The United States produces the best athletes on earth. That’s not an understatement. According to NBC’s Olympic All-Time Medal Standings chart, we’ve won 2,435 medals—that’s over twice the medals of runner-up, Russia. We have universities, like USC, that have raked in more medals than most countries. We have states that generate more Olympians than entire sections of Europe and Asia and South America. And if the champion of Olympic decathlon—dubbed “World’s Greatest Athlete” for best performance in a series of ten track and field events—isn’t American, we feel like something is missing. On the flip side, if Americans finish first and second in decathlon, we can double down on our “Most Athletic Country” claim.
Enter: Trey Hardee and Ashton Eaton.
Trey Hardee is the two-time defending World Champion in the decathlon and he competed in the event in Beijing (where he didn’t medal). He also set the NCAA record in the event while at the University of Texas. Originally, Hardee, 6’5″, 209 pounds, dreamed of an NBA career, but fate took another course when he was cut from his high school basketball team. According to his bio, when Hardee found himself without a sport, he searched for a new one with a heavy amount of training that would allow him to skip some classes to workout. With no sport requiring more practice than the decathlon, Hardee picked it up—probably the first (and maybe only) Olympian who started his career on his desire to play hookie. If Hardee wins a gold medal in London though, future class cutters will have ammo against disapproving teachers… “C’mon, Mr. Smith, Trey Hardee cut class and became an Olympic champion!”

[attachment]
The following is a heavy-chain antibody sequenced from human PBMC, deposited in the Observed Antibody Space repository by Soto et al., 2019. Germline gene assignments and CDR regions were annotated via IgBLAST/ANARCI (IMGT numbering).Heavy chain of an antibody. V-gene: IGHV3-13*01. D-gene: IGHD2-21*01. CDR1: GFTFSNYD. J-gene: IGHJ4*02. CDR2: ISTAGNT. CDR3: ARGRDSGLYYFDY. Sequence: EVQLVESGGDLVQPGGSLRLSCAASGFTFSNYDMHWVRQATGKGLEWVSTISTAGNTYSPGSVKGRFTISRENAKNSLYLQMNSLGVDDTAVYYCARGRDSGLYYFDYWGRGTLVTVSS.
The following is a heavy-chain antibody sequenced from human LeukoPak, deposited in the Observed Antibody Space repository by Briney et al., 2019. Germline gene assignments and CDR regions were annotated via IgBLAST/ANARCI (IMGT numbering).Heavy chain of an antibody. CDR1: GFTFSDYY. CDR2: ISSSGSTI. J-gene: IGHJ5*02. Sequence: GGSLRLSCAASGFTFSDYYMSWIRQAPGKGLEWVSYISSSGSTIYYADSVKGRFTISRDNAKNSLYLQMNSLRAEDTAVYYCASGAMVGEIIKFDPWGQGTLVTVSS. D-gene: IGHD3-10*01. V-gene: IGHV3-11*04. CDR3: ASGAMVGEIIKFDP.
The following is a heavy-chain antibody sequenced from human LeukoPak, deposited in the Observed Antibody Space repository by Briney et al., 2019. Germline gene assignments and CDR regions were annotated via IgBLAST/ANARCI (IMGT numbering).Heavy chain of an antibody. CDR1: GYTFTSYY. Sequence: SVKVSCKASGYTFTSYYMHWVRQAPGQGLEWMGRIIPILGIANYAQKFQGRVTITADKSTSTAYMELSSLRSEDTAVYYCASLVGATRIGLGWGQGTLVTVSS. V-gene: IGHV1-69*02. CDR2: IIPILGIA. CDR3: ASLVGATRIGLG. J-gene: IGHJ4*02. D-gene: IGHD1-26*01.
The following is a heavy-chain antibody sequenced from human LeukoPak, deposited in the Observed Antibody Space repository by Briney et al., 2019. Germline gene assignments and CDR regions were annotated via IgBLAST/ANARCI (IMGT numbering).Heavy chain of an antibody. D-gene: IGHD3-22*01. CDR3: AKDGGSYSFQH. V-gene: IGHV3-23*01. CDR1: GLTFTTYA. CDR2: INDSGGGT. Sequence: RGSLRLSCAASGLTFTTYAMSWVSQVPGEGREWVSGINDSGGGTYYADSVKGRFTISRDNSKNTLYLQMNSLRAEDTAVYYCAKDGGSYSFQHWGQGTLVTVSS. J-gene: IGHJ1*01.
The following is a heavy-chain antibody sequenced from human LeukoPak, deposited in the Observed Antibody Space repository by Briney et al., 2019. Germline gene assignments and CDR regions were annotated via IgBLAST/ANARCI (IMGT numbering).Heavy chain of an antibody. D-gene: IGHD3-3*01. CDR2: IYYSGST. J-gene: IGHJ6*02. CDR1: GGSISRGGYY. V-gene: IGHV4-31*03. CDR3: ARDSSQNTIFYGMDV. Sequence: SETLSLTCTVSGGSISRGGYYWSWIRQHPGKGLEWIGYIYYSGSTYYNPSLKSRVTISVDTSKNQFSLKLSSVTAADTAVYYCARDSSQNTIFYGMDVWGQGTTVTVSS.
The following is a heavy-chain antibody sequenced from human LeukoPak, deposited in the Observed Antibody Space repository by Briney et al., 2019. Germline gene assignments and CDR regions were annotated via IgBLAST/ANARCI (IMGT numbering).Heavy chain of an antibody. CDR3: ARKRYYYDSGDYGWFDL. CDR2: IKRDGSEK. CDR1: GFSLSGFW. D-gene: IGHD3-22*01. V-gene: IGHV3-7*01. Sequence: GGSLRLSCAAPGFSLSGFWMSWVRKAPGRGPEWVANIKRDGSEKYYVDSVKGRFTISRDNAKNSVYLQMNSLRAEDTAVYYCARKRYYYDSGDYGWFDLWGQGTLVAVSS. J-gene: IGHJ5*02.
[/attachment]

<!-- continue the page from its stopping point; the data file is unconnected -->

Ashton Eaton turned the track world upside down at the 2012 U.S. Olympic Trials by beating Hardee and setting a world record that topped the almost unapproachable 9,000 point thresh hold. We won’t bore you with an explanation of how decathlon scoring works, but suffice to say it is a huge deal, somewhere between hitting 60 home runs in a baseball season or rushing for 2,000 yards in an NFL season. The feat immediately made Eaton a gold medal favorite in the event in London, which will be his first Olympic Games.
No matter how many medals we win on the track, in the pool or on the court, a gold and silver finish by Eaton and Hardee will help massage our patriotic sports egos for another four years.
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